I didn’t plan to tell Sadie unless I got an interview, but I let it slip today.  I said, “I applied for a second job that I’m definitely not going to get.” She told me I could have left off the negative part of that sentence.  Then I had to explain that it’s in inpatient and that I didn’t think the rest of the staff would feel comfortable working with me even though I was fine with it.  She didn’t seem to think it was definite that I’d be rejected, but she did bring up the question of what would happen if someone I knew as a peer were admitted and I was in a position of authority over them.  I don’t think it’s a problem – most of the people I know from my past admissions have moved out of the area, and I can end up in a similar position in the job I already hold.

Sadie asked if there were other job openings.  The only other one I qualify for is in dual-diagnosis residential treatment and I am not comfortable with that.  I go to DBT group with many of the residents and am not willing to give up the group.  She suggested some kind of job mentoring kids and I asked, “Do you want to visit me in prison?” I’m sure I would end up strangling them.  I did mention that I had applied and been interviewed for a CMHC accounting position last year and Sadie asked why I had never told her.  I guess I didn’t realize that I hadn’t.

Before the appointment with Sadie I had one with Brent.  We were discussing work and I brought up the full-time vs. disability debate.  He told me that he absolutely thinks I can handle full-time work, so long as I focus on doing what’s required for my job and stop trying so hard to make everyone else’s jobs easier.  He said pushing myself that hard will just lead to burnout and me cutting myself.

I feel a transition happening.  I’ve applied for that second job.  I don’t see Brent again for 2 months and after the next two weeks I’ll only see Sadie every other week.  I’ve also tentatively taken on a challenging volunteer task.

Monday night I went to the annual board meeting for my local NAMI affiliate.  As the only one there who personally has a mental illness I felt a little out of place while they all discussed difficulties with their mentally ill family members.  I stuck it out for the whole meeting though and at the end I approached one member privately to ask if I could help in some way with the Crisis Intervention Team.  They hold monthly meetings which are leading up to a 40-hour training program for police officers, scheduled for early 2017.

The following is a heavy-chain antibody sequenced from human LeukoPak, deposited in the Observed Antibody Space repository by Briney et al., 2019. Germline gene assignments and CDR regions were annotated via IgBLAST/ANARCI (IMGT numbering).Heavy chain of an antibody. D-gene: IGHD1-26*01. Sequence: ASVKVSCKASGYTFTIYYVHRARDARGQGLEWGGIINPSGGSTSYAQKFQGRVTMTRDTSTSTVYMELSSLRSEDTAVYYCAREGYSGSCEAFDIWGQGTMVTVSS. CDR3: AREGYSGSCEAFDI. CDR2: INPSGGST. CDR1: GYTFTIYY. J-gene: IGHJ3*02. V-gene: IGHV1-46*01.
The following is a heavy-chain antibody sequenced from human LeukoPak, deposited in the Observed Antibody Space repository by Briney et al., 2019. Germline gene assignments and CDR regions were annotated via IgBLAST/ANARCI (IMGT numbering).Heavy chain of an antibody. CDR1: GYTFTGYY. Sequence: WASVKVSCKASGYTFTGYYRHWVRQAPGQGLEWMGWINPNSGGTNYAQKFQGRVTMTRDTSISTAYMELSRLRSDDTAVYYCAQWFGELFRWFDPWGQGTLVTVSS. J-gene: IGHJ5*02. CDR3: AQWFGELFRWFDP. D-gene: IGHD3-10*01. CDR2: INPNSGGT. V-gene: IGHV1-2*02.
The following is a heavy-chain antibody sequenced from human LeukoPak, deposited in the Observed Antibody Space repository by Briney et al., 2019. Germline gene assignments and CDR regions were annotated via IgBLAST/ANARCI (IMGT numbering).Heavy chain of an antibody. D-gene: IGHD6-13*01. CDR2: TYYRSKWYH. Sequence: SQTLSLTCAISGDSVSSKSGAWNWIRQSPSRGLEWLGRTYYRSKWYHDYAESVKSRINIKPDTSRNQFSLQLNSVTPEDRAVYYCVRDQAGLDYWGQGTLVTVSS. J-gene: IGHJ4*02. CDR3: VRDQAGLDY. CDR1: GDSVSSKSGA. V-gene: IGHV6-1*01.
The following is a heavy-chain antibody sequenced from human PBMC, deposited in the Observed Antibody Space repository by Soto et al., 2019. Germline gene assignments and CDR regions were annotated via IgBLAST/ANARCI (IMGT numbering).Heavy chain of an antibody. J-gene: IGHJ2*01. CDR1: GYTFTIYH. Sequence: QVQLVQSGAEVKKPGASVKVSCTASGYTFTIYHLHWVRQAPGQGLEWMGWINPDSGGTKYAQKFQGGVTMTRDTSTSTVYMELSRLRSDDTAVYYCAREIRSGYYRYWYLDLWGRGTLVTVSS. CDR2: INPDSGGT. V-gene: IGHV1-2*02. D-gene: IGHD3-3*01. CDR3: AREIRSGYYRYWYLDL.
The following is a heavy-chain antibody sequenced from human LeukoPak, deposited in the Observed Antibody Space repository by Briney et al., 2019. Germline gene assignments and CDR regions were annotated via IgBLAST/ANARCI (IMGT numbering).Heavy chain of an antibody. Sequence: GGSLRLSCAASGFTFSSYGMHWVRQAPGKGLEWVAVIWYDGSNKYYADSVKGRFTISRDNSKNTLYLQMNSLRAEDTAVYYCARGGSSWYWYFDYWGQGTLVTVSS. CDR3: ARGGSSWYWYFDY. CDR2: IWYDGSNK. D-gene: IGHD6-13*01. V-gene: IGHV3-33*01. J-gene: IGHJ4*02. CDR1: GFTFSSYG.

At first she said no.  I don’t know what possessed me to keep talking, but I explained that this was important to me because the way I got help was through an officer doing a wellness check.  Apparently that made a difference, as she was suddenly telling me I could be a presenter for this training program.  She said it would probably be in the format of the NAMI In Our Own Voice presentations, and there just happened to be one the next day I could attend to see how it works.  I had already planned to go, so I said I’d be there.

The presentation consists of a video divided into 5 segments and after each segment the two presenters tell their personal stories on the same topic and answer questions from the audience.  I am terrified and excited at the possibility of doing this in front of dozens of police officers.  I almost forgot to mention everything NAMI-related in my appointment with Sadie and after I told her she said it was a big thing to forget.

Speaking of NAMI, the NAMIwalk for southwest Ohio is taking place on May 7th.  You can donate here or sign up to join a walk in your area.